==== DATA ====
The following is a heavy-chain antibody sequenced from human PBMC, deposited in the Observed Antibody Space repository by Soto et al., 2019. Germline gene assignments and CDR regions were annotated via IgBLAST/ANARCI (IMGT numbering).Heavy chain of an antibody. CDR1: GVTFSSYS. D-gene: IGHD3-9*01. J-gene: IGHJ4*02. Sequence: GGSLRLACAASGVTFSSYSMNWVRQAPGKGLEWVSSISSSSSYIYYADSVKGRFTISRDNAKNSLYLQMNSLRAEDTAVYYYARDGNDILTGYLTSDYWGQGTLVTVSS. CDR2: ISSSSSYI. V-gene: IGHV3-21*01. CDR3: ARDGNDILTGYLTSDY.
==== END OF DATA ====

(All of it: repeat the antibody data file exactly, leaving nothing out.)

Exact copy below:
The following is a heavy-chain antibody sequenced from human PBMC, deposited in the Observed Antibody Space repository by Soto et al., 2019. Germline gene assignments and CDR regions were annotated via IgBLAST/ANARCI (IMGT numbering).Heavy chain of an antibody. CDR1: GVTFSSYS. D-gene: IGHD3-9*01. J-gene: IGHJ4*02. Sequence: GGSLRLACAASGVTFSSYSMNWVRQAPGKGLEWVSSISSSSSYIYYADSVKGRFTISRDNAKNSLYLQMNSLRAEDTAVYYYARDGNDILTGYLTSDYWGQGTLVTVSS. CDR2: ISSSSSYI. V-gene: IGHV3-21*01. CDR3: ARDGNDILTGYLTSDY.